Stocks are moving higher on Wall Street in afternoon trading Wednesday ahead of the Federal Reserve’s latest interest rate policy update
NEW YORK —
Stocks moved higher on Wall Street in afternoon trading Wednesday ahead of the Federal Reserve’s latest interest rate policy update.
The central bank was widely expected to leave its short-term interest rate unchanged. The Fed lowered rates three times last year.
Investors also continued to size up company earnings reports, including solid quarterly results from Apple, Norfolk Southern and General Electric.
A report that Americans pulled back on signing contracts to buy homes last month dragged down homebuilder stocks.
Technology companies powered much of the market’s upward move. Industrial and financial stocks also notched solid gains. Communication services, energy and real estate companies fell.
Wall Street is in the middle of a busy week for corporate earnings. Facebook, Microsoft and Tesla will release earnings later Wednesday. Coca-Cola, UPS, Amazon and Visa will report results on Thursday. Caterpillar and Exxon Mobil will report results on Friday.
The deadly coronavirus is still a potential threat to the global economy, but Wall Street has managed to set aside those concerns, for now. The lockdown in China has trapped more than 50 million people in the most far-reaching disease control measures ever imposed. The outbreak has infected more than 6,000 on the mainland and abroad.
KEEPING SCORE: The S&P 500 index rose 0.4% as of 1:45 p.m. Eastern time. The Dow Jones Industrial Average gained 141 points, or 0.5%, to 28,864. The Nasdaq climbed 0.4%. The Russell 2000 index of smaller company stocks fell 0.3%.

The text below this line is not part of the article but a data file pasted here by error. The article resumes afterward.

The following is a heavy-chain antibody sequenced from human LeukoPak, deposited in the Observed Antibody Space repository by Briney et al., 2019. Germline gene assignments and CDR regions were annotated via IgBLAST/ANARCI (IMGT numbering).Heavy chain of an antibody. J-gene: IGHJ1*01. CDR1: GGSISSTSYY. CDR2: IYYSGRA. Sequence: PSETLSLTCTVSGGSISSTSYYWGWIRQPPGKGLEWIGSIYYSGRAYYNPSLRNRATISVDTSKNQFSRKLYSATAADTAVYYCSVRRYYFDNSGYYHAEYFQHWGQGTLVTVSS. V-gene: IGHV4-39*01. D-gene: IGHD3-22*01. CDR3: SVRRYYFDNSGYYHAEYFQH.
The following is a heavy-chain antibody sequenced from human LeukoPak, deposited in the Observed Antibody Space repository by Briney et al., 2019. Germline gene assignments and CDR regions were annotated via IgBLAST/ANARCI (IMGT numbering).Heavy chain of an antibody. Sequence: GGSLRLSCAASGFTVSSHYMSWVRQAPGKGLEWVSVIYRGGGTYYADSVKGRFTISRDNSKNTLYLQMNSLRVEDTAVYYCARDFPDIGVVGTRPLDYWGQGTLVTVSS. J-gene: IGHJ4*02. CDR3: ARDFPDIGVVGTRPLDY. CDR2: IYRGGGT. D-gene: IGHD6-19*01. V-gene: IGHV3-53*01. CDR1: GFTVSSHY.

Bond prices rose. The yield on the 10-year Treasury fell to 1.62% from 1.64% late Tuesday.
European markets rose and Asian markets were mixed. Hong Kong’s Hang Seng fell 2.8% after its markets reopened from Lunar New Year holidays, while other Chinese markets remained closed.
THE FED SPEAKS: The Fed is scheduled to issue a policy update at 2 p.m. Eastern time, following a two-day meeting of its policymaking committee.
Last year, the Fed cut its benchmark interest rate three times after having raised it four times in 2018. Fed Chairman Jerome Powell credits those rate cuts with revitalizing the housing market, which had stumbled early last year, and offsetting some of the drag from President Donald Trump’s trade war with China.
HOLIDAY CRISP: Apple rose 2.5% after a strong holiday season helped propel profits beyond Wall Street forecasts. The iPhone maker’s surprisingly good report marks a turnaround from a year ago when sales of its marquee product appeared to be sliding. The company is also seeing gains in sales of smartwatches, digital services and wireless earbuds.
FRESH SCENT: L Brands skyrocketed 12.7% following reports that the owner of Bath & Body Works and Victoria’s Secret could change leadership and sell off some of its parts. The Wall Street Journal reported that Leslie Wexner, who has served as CEO for more than five decades, is in talks to step down. It also said the company is considering a full or partial sale of its lingerie business.
ON TRACK: Norfolk Southern climbed 5.6% after the railroad reported surprisingly good fourth-quarter profits on cost cuts. The railroad industry has been experiencing weak demand for freight hauling and the company is trying to operate on a tighter schedule and move more freight with fewer people.
Union Pacific rose 1.8% and CSX climbed 2%.
TAKING FLIGHT: General Electric surged 10% after a strong showing from its aviation business pushed profits above expectations.
RED FLAG: The National Association of Realtors’ pending home sales index fell 4.9% last month. The index, which measures the numbers of signed home purchase contracts, is an indicator of potential completed sales.
Homebuilders slumped following the weak housing report. PulteGroup fell 3.5% and Hovnanian shed 5.5%.
AP Business Writer Damian J. Troise contributed.